“Think about trying the same thing with the poorest countries (many of whom have long bread queues) and the richest countries (who don’t even have mobile phone queues). Let alone the fact that you have dictatorships and oppressive regimes involved, who many ‘enlightened nations’ won’t even consider sharing a single currency unit with – and those with differing ideologies, who will barely talk to each other, let alone trade (North and South Korea, for instance).
“It would take centuries, and maybe more to get close to a favourable outcome. By that time we probably would be in physical contact with ETI.
“And I knew that the most favourable outcome was to have some sort of common currency unit in place, because if ETI had one, they’d have an economic advantage over us. And if ETI didn’t have one, then it would certainly help our position in negotiating with a civilisation that may well have been very much advanced of our own, or even (as proved to be the case) just very much different to our own.”
“It’s a good thing I never mentioned the truly most favourable outcome though, because no one in their right mind would have been ready for it yet. A movement towards a common interplanetary currency unit – only after the first stage had been reached (our own common currency units), and we could be reasonably happy with the integration of our economies on such a large scale. That would be a project over centuries if ETI was in the same boat as us economically, maybe millennia – but it could be less if they already had a common currency unit.”
He pauses for thought, looking out of the window at the vineyards, with a weary smile on his face. I ask him if they were to reopen the committee, would he consider going back?
“It would be a good thing if they reopened the committee with at least a modicum of sense and ability to negotiate for the far future. Far sightedness and long term plans are crucial in this sort of strategy and in surviving any movement off this planet. But it’ll take a lot to get me back on that table.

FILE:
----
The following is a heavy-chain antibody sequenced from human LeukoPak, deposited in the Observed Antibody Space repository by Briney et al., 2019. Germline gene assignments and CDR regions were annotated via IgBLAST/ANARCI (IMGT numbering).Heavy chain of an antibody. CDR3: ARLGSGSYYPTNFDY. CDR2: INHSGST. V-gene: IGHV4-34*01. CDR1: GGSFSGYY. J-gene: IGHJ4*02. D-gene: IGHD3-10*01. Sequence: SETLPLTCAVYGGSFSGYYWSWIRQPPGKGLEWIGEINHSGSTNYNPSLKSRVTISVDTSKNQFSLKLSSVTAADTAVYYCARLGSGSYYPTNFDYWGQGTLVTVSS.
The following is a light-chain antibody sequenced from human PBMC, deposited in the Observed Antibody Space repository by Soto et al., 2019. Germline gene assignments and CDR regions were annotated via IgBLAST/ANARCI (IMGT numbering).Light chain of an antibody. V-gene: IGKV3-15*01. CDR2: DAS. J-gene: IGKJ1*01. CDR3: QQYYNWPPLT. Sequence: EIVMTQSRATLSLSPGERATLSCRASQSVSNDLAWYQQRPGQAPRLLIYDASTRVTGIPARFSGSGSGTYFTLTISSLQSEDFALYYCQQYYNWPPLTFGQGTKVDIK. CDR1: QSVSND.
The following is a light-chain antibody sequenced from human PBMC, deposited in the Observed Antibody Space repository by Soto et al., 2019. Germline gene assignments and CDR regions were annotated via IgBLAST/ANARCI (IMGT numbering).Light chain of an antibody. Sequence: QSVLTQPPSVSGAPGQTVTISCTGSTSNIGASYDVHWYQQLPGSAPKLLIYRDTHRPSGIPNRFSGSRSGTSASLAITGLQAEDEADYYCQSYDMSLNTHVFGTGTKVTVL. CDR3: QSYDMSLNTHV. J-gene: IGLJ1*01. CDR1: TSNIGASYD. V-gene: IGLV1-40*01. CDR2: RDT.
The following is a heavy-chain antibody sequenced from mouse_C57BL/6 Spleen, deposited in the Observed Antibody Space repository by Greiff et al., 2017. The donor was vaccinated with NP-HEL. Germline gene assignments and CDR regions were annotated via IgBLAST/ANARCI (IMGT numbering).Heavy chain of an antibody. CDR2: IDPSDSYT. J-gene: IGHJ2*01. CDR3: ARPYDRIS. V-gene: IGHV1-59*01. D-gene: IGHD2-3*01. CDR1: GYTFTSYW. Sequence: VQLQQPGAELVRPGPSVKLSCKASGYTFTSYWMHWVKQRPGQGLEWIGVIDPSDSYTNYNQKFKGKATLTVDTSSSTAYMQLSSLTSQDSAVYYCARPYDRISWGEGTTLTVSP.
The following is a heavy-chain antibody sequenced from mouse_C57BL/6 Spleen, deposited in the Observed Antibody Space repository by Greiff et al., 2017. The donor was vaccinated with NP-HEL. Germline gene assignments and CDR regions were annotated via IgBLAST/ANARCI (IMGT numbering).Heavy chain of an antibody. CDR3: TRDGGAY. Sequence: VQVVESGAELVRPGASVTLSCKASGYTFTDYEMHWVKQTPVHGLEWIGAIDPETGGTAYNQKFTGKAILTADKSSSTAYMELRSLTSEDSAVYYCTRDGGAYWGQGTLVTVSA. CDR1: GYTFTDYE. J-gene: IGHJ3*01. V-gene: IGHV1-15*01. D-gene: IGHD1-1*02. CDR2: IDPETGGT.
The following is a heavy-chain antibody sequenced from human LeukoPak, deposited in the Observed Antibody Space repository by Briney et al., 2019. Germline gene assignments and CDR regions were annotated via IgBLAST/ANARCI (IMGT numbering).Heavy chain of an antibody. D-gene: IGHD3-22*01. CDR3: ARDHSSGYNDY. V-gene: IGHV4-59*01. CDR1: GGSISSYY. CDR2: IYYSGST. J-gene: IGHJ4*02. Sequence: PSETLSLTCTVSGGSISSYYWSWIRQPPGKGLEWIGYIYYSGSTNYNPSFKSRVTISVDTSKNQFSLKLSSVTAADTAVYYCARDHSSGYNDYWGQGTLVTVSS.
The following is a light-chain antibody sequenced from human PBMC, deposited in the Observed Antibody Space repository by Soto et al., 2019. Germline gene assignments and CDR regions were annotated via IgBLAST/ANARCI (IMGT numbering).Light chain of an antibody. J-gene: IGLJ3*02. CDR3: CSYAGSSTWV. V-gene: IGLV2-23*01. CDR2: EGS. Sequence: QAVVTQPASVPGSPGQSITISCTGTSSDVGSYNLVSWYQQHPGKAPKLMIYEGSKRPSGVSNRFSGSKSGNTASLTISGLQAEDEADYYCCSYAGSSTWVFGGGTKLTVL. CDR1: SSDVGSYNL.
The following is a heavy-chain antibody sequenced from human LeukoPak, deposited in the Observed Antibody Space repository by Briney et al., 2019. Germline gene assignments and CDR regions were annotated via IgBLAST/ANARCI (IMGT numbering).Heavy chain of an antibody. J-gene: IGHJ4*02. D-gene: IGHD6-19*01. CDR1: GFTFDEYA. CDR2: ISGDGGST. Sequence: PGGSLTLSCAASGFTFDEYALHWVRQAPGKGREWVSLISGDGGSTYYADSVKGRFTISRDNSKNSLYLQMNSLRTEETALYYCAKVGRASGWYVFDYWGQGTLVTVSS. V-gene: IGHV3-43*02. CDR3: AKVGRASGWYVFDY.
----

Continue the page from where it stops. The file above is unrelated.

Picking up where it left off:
“All that time, I think I had that Monty Python song going round in my head. The one that ends ‘And pray that there’s intelligent life somewhere out in space, cos there’s bugger all down here on Earth’.”
I fear Dr Farber is being overly pessimistic of his fellow man. After all, the new Secretary General has virtually guaranteed himself only a one term office, by instigating Aid and education funds to businesses in the world’s poorest countries, from the world’s richest, which are obligatory in all but name, as well as sanction directives for both nations and businesses found to be wanting – part of Dr Farber’s first phase that he proposed for discussion. Some have called it Marxism through the back door, others say it’s a beautiful idea, but enforcing it will be difficult and costly. Though many hope that making countries responsible for responsible business and holding those with experience and knowledge more accountable for the sharing of it (both by teaching and by going out to help practice it) with those in need, will be the first tentative steps towards a global economy ready to face the future of humanity.
The final shock to Dr Farber’s pessimism should be that the greatest supporter of these resolutions and reforms was China. Throughout the events of that time, China certainly shocked a lot of people. It had grown tired of being seen as the nay-sayer of UN policy. New thinkers had come to the fore – not too radical, but new. They had long ago began to set the foundations for China as an economic superpower, through determination and attempting to regain investor confidence. It is uncertain how far China would go to support further global economic reforms, or what motivations they may have, but just that they supported this first step is seen by many as a vote for hope.